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The Wheels of Progress

When ground to standstill, mired, besmirched,
their cog-end mesh begun to rust,
the wheels of progress can but lurch.
Their motion barely moves the dust;

and each gear’s inch assaults the ear
with tortured squeaks and sudden stalls.
Behind all effort lies the fear
of a collapse. Beyond the walls

that seem now solid, storm clouds build,
and in their grey depths store the seeds
of new despair, and drain the will
that seeks out hope, and guarantees.

The great machine we all assume
needs only maintenance to sustain
prosperity — is it now doomed,
its circuits blown under the strain

of finding crisis hidden where
in some illusion, we once thought
ourselves immune, and without care
protected by the things we bought?

The factory that once supplied
in part and parcel, our defense,
lies now in ruin, paralyzed,
struck dumb by an experience.

03 OCT 2005

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Critical Path

July is gone, and the pecans
have now begun to set
on the old tree along the bayou;
sometimes, we forget
the simple things that mark the seasons.

We’ve no need of clocks
or calendars. Whatever reasons
we invent to block
the infinite expanse of time
into convenient lengths
quite often rob us of our prime
and downplay our great strengths:
such as the art of observation,
which serves to remind
us that the root of our frustration
is failure to find
the purpose for our human lives
in seeking power and might,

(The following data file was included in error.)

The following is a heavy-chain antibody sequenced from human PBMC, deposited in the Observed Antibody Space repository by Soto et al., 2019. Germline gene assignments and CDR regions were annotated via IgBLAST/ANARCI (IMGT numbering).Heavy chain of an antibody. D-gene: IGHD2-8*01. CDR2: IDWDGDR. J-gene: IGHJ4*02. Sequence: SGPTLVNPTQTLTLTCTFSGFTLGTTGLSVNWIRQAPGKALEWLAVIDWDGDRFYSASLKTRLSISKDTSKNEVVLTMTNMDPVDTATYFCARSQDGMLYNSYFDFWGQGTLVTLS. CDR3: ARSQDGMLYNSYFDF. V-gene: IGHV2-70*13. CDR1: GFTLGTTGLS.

whereby our cause alone survives,
and therefore is proved right.

That humans are endowed with minds,
foremost, and only minor brawn,
should give us pause, and some new kind
of goal to focus on:
like seeking prominence through thought,
and sharing of that wealth
by proving wrong what we are taught
that profits just ourselves.

for R. Buckminster Fuller

31 JUL 2005

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The Blackout

The streets are filled with idle, itching hands,
their owners on the prowl in vain pursuit
of some pastime to fill the vacant hours
in darkened rooms enswamped with summer heat.

Without their cellphones, TV sets and games,
and fast-food fare likewise beyond their grasp,
how will the city’s folk be entertained?
On what diversions will they spend their cash?

Driveways are strewn with fallen trees and wires;
on front lawns, baking in the noon-day sun,
we sit in wrought iron chairs, and just perspire.
And wait. There’s not much else that can be done.

Who wants to light a flame to cook a meal,
and add the stove’s hell-fire to this malaise?
It’s better to go hungry than to broil;
besides, the food’s gone bad. It’s been two days.

Tonight, the house is hotter in than out;
by candlelight, perhaps I’ll read a while.
I miss the air conditioner’s white noise;
Too bad such silence has gone out of style.

11 JUL 2005

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So Much for Science

The art of living well, some pundits quip,
is equal parts audacity and luck;
while others posit a stiff upper lip
and careful breeding lift us from the muck.

The hedonist claims pleasure is the thing;
his polar opposite, the aesthete: prayer.
Each year a new philosophy that brings
the focus to some erstwhile, dormant layer.

I think there is no “art” to life at all.
A chimp can paint a Pollock, nonetheless;
and like a tortured artist, see his walls
as solid bars that shut out happiness.

There is some irony that humans spend
so much of their free time imagining
that their exalted rank must have some end
beyond the simple fact that is living.

The question I would pose to scientists
is whether when they put chimps in a room
to type out “War and Peace”, they get them blitzed
before they start, and tell them, from the womb

that real chimps study law, or man machines,
and must resign themselves to apish rules;
how many, then, would live their lives in dreams
and fail the tests so valued by their schools?

20 JUN 2005

Prompted by the article Pollock’s? No, but the artist aped his work.